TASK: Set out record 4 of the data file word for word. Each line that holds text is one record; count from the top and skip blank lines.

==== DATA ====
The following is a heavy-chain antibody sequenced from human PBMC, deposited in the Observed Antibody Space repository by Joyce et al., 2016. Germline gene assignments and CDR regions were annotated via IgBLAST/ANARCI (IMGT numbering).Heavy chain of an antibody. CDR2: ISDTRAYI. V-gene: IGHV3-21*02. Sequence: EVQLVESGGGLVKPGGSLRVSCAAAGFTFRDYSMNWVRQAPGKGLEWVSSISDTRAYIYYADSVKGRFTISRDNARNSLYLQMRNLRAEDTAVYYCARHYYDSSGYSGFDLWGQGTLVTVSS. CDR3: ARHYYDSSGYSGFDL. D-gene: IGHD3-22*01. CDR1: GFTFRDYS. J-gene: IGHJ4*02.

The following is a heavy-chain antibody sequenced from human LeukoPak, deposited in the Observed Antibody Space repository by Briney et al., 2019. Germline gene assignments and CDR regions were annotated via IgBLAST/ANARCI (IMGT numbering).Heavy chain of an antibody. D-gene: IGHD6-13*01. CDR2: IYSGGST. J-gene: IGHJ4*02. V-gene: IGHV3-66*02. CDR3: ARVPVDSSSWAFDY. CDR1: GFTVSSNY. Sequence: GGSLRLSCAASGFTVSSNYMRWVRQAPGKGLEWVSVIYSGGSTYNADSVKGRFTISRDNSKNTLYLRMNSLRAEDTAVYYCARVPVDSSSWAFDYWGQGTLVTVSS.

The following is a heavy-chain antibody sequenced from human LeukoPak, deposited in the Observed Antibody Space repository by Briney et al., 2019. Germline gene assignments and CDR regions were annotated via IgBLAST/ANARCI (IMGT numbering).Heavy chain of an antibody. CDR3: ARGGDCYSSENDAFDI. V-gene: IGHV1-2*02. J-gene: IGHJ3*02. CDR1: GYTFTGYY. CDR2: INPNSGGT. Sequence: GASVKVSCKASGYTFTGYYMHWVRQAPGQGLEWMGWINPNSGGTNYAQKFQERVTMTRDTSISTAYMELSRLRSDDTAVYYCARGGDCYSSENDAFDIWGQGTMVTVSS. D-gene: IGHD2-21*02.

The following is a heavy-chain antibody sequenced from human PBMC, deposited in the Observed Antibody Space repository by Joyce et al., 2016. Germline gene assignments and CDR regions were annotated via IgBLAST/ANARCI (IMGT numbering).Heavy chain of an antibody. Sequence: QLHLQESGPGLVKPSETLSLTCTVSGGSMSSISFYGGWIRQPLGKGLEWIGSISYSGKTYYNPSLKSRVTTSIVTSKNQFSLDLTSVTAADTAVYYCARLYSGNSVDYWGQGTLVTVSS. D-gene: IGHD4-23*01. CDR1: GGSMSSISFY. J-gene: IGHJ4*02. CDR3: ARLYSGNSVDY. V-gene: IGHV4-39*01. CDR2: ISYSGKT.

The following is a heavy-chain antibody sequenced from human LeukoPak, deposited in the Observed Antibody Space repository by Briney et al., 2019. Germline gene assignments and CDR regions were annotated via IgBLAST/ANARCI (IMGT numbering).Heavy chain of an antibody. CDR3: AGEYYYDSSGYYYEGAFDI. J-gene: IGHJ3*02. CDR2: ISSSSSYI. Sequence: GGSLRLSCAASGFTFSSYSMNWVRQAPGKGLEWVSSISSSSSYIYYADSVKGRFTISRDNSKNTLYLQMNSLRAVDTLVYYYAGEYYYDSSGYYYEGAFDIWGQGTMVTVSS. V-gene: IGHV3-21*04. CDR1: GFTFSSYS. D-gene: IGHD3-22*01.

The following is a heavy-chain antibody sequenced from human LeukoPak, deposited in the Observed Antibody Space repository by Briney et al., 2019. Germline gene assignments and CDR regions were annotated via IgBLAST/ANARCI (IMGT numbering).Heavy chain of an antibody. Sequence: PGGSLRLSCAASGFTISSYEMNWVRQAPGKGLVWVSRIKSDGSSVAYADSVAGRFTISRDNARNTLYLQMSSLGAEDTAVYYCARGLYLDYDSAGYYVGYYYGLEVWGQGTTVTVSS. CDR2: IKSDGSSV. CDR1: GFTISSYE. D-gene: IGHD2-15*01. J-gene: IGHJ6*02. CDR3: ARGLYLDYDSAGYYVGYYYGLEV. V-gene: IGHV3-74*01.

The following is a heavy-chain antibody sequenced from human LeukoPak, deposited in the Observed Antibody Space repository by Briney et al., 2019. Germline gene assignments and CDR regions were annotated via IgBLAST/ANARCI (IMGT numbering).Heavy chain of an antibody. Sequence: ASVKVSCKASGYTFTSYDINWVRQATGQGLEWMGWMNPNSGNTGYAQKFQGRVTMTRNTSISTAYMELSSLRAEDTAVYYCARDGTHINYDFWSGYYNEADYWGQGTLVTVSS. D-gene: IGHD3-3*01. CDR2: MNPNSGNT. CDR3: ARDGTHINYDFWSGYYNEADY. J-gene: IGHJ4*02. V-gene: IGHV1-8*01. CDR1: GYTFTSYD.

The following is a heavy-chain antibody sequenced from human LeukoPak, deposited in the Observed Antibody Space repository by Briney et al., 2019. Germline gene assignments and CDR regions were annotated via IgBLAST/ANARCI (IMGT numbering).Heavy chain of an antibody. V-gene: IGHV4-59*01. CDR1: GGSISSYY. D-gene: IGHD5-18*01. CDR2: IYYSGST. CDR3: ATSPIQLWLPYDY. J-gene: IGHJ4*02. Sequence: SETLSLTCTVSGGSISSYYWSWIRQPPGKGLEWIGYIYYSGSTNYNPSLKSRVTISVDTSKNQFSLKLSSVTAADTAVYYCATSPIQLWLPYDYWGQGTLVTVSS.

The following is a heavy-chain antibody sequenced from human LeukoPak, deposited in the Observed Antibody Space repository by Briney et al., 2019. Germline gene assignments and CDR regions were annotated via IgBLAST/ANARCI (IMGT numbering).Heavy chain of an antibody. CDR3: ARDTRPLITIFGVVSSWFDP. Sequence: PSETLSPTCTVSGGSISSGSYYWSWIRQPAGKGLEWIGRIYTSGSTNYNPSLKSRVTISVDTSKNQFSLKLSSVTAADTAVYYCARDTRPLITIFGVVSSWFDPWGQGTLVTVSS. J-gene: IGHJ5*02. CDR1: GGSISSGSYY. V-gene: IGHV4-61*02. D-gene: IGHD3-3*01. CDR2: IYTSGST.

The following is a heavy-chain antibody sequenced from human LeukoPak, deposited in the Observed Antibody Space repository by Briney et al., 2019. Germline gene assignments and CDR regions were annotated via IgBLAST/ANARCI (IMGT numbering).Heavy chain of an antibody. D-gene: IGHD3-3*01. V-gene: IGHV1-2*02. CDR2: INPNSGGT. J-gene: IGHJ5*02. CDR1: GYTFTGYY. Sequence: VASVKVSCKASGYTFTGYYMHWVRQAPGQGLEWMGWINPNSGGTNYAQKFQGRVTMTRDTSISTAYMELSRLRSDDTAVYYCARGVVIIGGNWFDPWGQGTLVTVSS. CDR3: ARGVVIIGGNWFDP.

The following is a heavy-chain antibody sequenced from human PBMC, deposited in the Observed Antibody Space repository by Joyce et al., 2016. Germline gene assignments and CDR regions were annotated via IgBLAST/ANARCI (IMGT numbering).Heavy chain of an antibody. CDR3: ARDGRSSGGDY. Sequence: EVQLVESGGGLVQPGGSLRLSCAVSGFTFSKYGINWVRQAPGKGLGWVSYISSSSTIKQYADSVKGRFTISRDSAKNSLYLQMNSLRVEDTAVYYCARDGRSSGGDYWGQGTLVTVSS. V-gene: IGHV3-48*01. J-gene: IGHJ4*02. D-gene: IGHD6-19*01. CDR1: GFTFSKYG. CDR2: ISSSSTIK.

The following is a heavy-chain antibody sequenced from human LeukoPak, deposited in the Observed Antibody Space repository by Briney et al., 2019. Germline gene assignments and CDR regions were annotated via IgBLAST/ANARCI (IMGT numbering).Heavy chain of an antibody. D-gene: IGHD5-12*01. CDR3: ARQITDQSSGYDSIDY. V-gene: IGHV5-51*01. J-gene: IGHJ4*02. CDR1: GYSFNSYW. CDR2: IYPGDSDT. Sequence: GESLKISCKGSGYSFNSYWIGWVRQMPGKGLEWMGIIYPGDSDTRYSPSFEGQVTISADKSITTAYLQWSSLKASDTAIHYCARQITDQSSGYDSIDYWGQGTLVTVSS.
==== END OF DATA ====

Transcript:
The following is a heavy-chain antibody sequenced from human PBMC, deposited in the Observed Antibody Space repository by Joyce et al., 2016. Germline gene assignments and CDR regions were annotated via IgBLAST/ANARCI (IMGT numbering).Heavy chain of an antibody. Sequence: QLHLQESGPGLVKPSETLSLTCTVSGGSMSSISFYGGWIRQPLGKGLEWIGSISYSGKTYYNPSLKSRVTTSIVTSKNQFSLDLTSVTAADTAVYYCARLYSGNSVDYWGQGTLVTVSS. D-gene: IGHD4-23*01. CDR1: GGSMSSISFY. J-gene: IGHJ4*02. CDR3: ARLYSGNSVDY. V-gene: IGHV4-39*01. CDR2: ISYSGKT.